Through the lens: Southeast Asia's 2018 World Cup fans

Karim Raslan -- Ceritalah ASEAN

Posted at Jul 10 2018 07:20 PM

A Ceritalah ASEAN World Cup visual story

Vietnamese football fans concentrating on the Japan-Poland match by a roadside stall in Hanoi on 30 June 2018.

For Southeast Asians, football is KING. According to a National Geographic study, the sport is the most popular in 8 out of 11 of the region’s countries (the three exceptions being Cambodia, Laos and the Philippines). 

A crowd in Jakarta’s Kemang district watching the France – Argentina match at night, anticipating a goal from the Argentinian team on 30 June 2018.

Indeed, almost as many Southeast Asians (around 245 million) watched the 2014 World Cup as in Central and North America combined.

A crowd watches the Argentina-France match in Hanoi’s Mai Dinh Ward district on 30 June 2018. For eight out of eleven countries in Southeast Asia (Indonesia, Malaysia, Singapore, Thailand, Myanmar, Vietnam, Brunei and Timor-Leste) football is the most popular sport.

Of course – and sadly – there aren’t any regional teams competing in the 2018 World Cup, which means that over 630 million potential fans don’t have someone to back. But that hasn’t dampened our collective obsession. And as we approach the semi-finals, the global attention is only going to increase. 

Not everyone goes out to watch a live stream of the World Cup matches. In Davao, Philippines, where other sports like boxing and basketball are more popular, outdoor football watching crowds are a rare sight.

Ceritalah Asean made a quick sweep from Hanoi to Jakarta to get a sense of the football fever and who the fans are supporting.
 

HR manager Duong Ha (left) supports Russia while her friend Vietnam National University student Do Trang (right) is drawn to Germany’s “handsome” players.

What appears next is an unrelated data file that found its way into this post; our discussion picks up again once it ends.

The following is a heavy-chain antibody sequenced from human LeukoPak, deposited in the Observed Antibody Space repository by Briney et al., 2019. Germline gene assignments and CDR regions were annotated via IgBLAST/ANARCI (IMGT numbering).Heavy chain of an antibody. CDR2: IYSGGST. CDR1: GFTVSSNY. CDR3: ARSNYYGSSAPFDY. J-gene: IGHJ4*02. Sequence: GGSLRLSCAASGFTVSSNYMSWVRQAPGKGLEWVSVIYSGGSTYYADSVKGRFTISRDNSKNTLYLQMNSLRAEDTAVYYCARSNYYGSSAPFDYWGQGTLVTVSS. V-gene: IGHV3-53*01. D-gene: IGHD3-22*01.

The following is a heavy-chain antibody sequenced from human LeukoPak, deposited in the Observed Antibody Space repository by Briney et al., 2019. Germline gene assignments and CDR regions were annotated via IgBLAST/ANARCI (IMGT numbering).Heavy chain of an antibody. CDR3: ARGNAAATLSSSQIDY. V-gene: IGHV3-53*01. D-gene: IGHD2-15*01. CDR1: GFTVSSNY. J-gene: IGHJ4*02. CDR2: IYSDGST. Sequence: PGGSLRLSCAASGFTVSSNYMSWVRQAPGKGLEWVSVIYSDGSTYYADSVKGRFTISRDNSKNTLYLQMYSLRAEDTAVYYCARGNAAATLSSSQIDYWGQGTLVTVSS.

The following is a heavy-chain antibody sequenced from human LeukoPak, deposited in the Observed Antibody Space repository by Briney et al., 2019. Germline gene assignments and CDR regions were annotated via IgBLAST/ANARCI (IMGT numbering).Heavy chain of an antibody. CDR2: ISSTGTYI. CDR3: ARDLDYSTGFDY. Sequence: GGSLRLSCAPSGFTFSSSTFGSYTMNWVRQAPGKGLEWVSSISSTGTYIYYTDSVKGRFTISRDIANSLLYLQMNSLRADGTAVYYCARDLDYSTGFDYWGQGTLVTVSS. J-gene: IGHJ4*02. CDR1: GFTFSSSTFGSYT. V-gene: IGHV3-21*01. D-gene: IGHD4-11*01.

In Hanoi’s My Dinh Ward, 19-year-old Do Trang, a student at the Vietnam National University, is a big fan of Germany. “I like them, because they have handsome players.” Her friend, HR manager Duong Hoa supports Russia. “They’re clearly better and more skilled,” referring to Russia’s 4-3 penalty win against Spain after the two teams tied 1-1.

Riko (left), a security guard at a department store, cheers for Mexico during a live stream in Jakarta’s Kuningan district. Mexico lost their match against Brazil 0-2 on 2 July 2018.

In Jakarta, Riko, who works as a security guard at a department store, hoped that Mexico – one of the losing Group F teams – would make it to this week’s semi-finals. “I follow Mexico, because my favourite player Javier Hernandes (nicknamed “Chicharito”) is one of their forwards.”

And who am I rooting for, you may ask?

It’s simple: I’ve never bothered with football and I never will – not even the Final will tempt me.

Government officer Nuangruthai Raikrang in Bangkok’s Talad Plu district watching the France – Uruguay match on 6 July 2018. “I hope France will win”—a dream which come true when the European giant decisively won 2-0 against its Latin American opponent.

Regarding the prospects of Southeast Asian countries qualifying for the World Cup in the near future, government officer Nuangruthai Raikrang is optimistic that her country, Thailand, can make it on the international stage. “If the government can lend more support for our football team, then I think we can qualify one day.”
 

29-year-old Cris Robert Penol (left, seated), unemployed, 33-year-old part time construction worker Roger Penol (standing) and 19-year-old student Arnie Romarate watching the Mexico-Brazil match on 2 July 2018 in the Philippine city of Davao. Cris is supporting Brazil while Roger and Arnie support Mexico.

29-year-old Cris Robert Penol, who is unemployed, has similar views. “Philippine athletes can play any sport, but we cannot qualify because our government does not provide good training facilities here in our country. Plus, basketball and boxing are more popular.”
 

Lecturer and Deputy Dean at the KPJ Healthcare University College Mithra Thuraisingam thinks that Malaysia needs a restructuring of its football association if it is to qualify for the World Cup in the future.

Lecturer and Deputy Dean at the KPJ Healthcare University College Mithra Thuraisingam thinks that her country, Malaysia, doesn’t have the potential – at least for now. “Malaysia cannot be in the world cup…because capable people should be chairing the FAM (Football Association of Malaysia) based on merit rather than their status.”
 

Malaysian football fans watching the France-Uruguay quarterfinal on 6 July 2018 in Bangsar.

Whether they believe that their country will one day represent Southeast Asia in the World Cup, there is no doubt that the region is and will remain, football country. 

Disclaimer: The views in this blog are those of the blogger and do not necessarily reflect the views of ABS-CBN Corp.